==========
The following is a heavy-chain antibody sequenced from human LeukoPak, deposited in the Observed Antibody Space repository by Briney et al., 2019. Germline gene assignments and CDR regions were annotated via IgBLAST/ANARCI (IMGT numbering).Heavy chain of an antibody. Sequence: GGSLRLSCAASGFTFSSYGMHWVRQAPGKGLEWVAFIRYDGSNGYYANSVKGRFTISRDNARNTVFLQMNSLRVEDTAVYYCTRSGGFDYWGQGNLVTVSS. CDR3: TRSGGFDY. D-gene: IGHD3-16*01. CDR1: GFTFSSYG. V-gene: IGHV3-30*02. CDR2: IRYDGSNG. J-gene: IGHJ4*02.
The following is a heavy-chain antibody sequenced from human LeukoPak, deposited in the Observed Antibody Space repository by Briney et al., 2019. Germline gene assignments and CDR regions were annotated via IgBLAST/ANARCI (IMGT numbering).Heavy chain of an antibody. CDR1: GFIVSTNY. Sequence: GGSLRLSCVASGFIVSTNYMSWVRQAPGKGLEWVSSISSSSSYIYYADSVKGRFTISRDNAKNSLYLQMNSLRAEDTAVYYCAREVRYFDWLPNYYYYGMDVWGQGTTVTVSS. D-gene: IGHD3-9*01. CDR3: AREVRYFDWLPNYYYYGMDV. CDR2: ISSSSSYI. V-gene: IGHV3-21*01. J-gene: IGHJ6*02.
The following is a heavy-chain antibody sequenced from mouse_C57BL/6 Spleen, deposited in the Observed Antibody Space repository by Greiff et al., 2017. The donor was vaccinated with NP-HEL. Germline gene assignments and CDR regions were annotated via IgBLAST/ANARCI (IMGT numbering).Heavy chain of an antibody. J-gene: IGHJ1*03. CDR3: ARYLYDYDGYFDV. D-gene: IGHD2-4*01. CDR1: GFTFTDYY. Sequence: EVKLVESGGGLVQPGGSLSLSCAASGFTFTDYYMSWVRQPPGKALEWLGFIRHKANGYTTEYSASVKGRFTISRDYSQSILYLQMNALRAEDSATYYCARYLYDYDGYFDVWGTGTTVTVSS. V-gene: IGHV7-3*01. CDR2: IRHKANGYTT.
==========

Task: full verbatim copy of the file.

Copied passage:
The following is a heavy-chain antibody sequenced from human LeukoPak, deposited in the Observed Antibody Space repository by Briney et al., 2019. Germline gene assignments and CDR regions were annotated via IgBLAST/ANARCI (IMGT numbering).Heavy chain of an antibody. Sequence: GGSLRLSCAASGFTFSSYGMHWVRQAPGKGLEWVAFIRYDGSNGYYANSVKGRFTISRDNARNTVFLQMNSLRVEDTAVYYCTRSGGFDYWGQGNLVTVSS. CDR3: TRSGGFDY. D-gene: IGHD3-16*01. CDR1: GFTFSSYG. V-gene: IGHV3-30*02. CDR2: IRYDGSNG. J-gene: IGHJ4*02.
The following is a heavy-chain antibody sequenced from human LeukoPak, deposited in the Observed Antibody Space repository by Briney et al., 2019. Germline gene assignments and CDR regions were annotated via IgBLAST/ANARCI (IMGT numbering).Heavy chain of an antibody. CDR1: GFIVSTNY. Sequence: GGSLRLSCVASGFIVSTNYMSWVRQAPGKGLEWVSSISSSSSYIYYADSVKGRFTISRDNAKNSLYLQMNSLRAEDTAVYYCAREVRYFDWLPNYYYYGMDVWGQGTTVTVSS. D-gene: IGHD3-9*01. CDR3: AREVRYFDWLPNYYYYGMDV. CDR2: ISSSSSYI. V-gene: IGHV3-21*01. J-gene: IGHJ6*02.
The following is a heavy-chain antibody sequenced from mouse_C57BL/6 Spleen, deposited in the Observed Antibody Space repository by Greiff et al., 2017. The donor was vaccinated with NP-HEL. Germline gene assignments and CDR regions were annotated via IgBLAST/ANARCI (IMGT numbering).Heavy chain of an antibody. J-gene: IGHJ1*03. CDR3: ARYLYDYDGYFDV. D-gene: IGHD2-4*01. CDR1: GFTFTDYY. Sequence: EVKLVESGGGLVQPGGSLSLSCAASGFTFTDYYMSWVRQPPGKALEWLGFIRHKANGYTTEYSASVKGRFTISRDYSQSILYLQMNALRAEDSATYYCARYLYDYDGYFDVWGTGTTVTVSS. V-gene: IGHV7-3*01. CDR2: IRHKANGYTT.